In Re Wing , 96 B.R. 369 ( 1989 )


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  • 96 B.R. 369 (1989)

    In re Kenneth M. WING and Annette T. Wing, Debtors.
    LIBERTY NATIONAL BANK, Plaintiff,
    v.
    Kenneth M. WING, Defendant.

    Bankruptcy No. 86-264-BKC-6P1, Adv. No. 86-225.

    United States Bankruptcy Court, M.D. Florida, Orlando Division.

    February 9, 1989.

    *370 John A. Baldwin, Orlando, Fla., for plaintiff.

    T. Kevin Knight, Orlando, Fla., for defendant.

    GEORGE L. PROCTOR, Bankruptcy Judge.

    FINDINGS OF FACT AND CONCLUSIONS OF LAW

    This adversary proceeding is before the Court upon a complaint seeking an exception to discharge pursuant to 11 U.S.C. §§ 523(a)(2)(B) and (a)(4). The trial was held on October 29, 1987, and October 27, 1988. Upon the evidence presented, the Court enters the following Findings of Fact and Conclusions of Law:

    FINDINGS OF FACT

    The defendant is a licensed physician practicing in Sanford, Florida. He engages in his profession under the name Wing Surgical, P.A., of which he is the President and sole stockholder.

    In addition to his medical practice, defendant is involved in several other business ventures. For instance, he has had an interest in a restaurant in Altamonte Springs, Florida. He has also over the past fifteen years, bought and sold between fifteen and twenty parcels of real estate.

    In December of 1981, defendant was invited to become a stockholder and member of the Board of Directors of the newly-formed Liberty National Bank. He accepted the position and continued in that capacity until his resignation in February, 1986.

    During his tenure as a director of Liberty National, the defendant often borrowed money on an unsecured basis from the bank. It was the bank's policy to give each director an unsecured line of credit in the amount of $150,000, provided the director maintained a current financial statement on *371 file. This requirement was formulated primarily to satisfy regulatory concerns rather than to serve as data to support a loan.

    On August 23, 1983, the defendant submitted a financial statement to the bank reflecting a net worth of $3,337,141.20. Of this total, $300,000 was listed as cash, $4,274,096.90 as real estate and $75,000 as accounts and notes receivables. The schedules attached to the personal financial statement list a mortgage receivable (Mayfair Shopping Center Note and Mortgage) in the amount of $320,000. Defendant did not disclose that the mortgage had been pledged as security for a loan from Orange National Bank. The schedules further show that defendant received approximately $32,000 to $64,000 per year from the Mayfair Shopping Center Note and Mortgage. The schedules also list two unsecured debts to Liberty National in the amount of $160,000.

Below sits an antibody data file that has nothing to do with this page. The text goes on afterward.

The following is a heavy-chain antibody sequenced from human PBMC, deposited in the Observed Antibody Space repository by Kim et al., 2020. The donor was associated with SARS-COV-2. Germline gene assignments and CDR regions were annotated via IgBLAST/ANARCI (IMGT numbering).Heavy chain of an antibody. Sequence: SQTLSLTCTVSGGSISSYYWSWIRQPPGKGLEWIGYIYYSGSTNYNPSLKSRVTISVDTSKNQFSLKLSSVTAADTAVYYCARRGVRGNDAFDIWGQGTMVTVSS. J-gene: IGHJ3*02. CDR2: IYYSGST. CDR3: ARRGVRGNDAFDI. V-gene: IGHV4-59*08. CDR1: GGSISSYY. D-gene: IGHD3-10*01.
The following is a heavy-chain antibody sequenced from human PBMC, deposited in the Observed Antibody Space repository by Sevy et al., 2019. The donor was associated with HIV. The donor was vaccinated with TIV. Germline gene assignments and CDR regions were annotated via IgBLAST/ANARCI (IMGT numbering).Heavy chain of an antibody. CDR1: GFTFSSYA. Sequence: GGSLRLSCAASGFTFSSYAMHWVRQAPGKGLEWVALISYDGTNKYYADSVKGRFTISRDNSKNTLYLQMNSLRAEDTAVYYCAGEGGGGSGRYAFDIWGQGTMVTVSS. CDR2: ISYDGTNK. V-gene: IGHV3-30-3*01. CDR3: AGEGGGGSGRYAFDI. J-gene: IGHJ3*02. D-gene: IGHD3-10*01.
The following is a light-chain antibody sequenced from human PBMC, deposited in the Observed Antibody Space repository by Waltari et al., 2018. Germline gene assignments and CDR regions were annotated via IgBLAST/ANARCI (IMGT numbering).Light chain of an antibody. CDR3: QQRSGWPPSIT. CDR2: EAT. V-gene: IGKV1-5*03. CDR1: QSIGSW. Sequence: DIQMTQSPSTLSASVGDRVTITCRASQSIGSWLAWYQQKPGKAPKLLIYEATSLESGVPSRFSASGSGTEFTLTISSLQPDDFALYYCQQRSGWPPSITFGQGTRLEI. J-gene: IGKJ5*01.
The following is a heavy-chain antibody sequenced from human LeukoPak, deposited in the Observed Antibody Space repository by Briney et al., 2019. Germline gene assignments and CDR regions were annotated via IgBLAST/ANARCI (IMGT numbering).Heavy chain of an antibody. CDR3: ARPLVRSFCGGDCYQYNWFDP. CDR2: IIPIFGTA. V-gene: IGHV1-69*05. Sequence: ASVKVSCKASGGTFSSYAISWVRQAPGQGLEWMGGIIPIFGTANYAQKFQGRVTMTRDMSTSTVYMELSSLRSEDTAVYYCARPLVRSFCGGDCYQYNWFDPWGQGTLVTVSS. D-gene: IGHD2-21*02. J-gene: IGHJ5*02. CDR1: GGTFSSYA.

A full examination reveals that the information set forth on the financial statement is inaccurate. For example, the subtotal of assets on the left hand side of the column contains a mathematical error in the amount of $675,000. Similarly, the defendant failed to supply any information under the section entitled "Schedule of Income and Contingent Liabilities." As for the $300,000 cash entry on the first financial statement, the evidence indicates that the defendant had only $40,981.03 in cash on hand at the time the statement was prepared. Moreover, $35,000 of this amount was obtained from a loan from Flagship Bank of Seminole County which was not disclosed.

    In addition to these errors, the schedules attached to the documents fail to list defendant's monthly mortgage payments and the rental income he receives from all of his real estate holdings. A $35,000 loan owed to Freedom Federal and a $42,589 obligation to his professional association Pension and Profit-Sharing Plan are also omitted.

    The documents contain further discrepancies. For instance, the debtor's principal residence in Sanford, Florida, was listed on the August 23, 1983, financial statement as having a value of $500,000 when it was worth approximately $238,000. Similarly, the defendant scheduled his condominium in Hawaii as having a value of $950,000. The evidence shows that the fair market value of the property was closer to $750,000. The same can be said of the "Roberts" property. Although there was no testimony as to the actual value of this parcel, it is apparent to the Court that the defendant assigned an arbitrary value of $1,500,000.

    George W. Lange, Jr., Vice-President and Senior Trust Officer of American Pioneer Savings Bank testified on the status of the Wing Surgical, P.A., Pension and Profit-Sharing Plan (the "Plan"). He stated that defendant often borrowed money from the Plan and, as of July 31, 1983, the value of defendant's interest had been reduced to $90,629.00. Mr. Lange also testified that defendant owed the Plan $42,589. The August 23, 1983, financial statement reflected a credit for Pension and Profit-Sharing Funds in the amount of $300,000. The obligations to the Plan were not disclosed.

    Prior to his becoming a director in December of 1981, the defendant obtained a loan from Florida National Bank in the amount of $10,000 secured by 3300 shares of Atico Mortgage Investors, Inc.; 200 shares of Florida Cypress Gardens, Inc.; and 100 shares of Key Energy Enterprises, Inc. This loan was increased to $20,000 on June 7, 1984, and 30,320 shares of Liberty National Bank stock was substituted for collateral. This too was not disclosed.

    On September 27, 1984, the defendant submitted a second financial statement to plaintiff reflecting a net worth of $2,488,225. Although this financial statement is more complete than the first, it too contains significant errors and omissions. For instance, the value of the Mayfair Shopping Center note is listed as $268,326.88, but again, there was no indication that the note had been pledged as security for a loan. The attached schedules again show that defendant had already exceeded his $150,000 line of credit.

    *372 On April 11, 1984, plaintiff made an $80,000 unsecured loan to defendant. This loan was renewed five times. On May 9, 1984, Liberty National loaned an additional $70,000 to defendant, again on an unsecured basis. This loan was renewed six times. The bank did not have current financial statements on file when the renewal notes were signed. As of October 29, 1987, the first trial day, the outstanding balance on the loans was $184,738.64.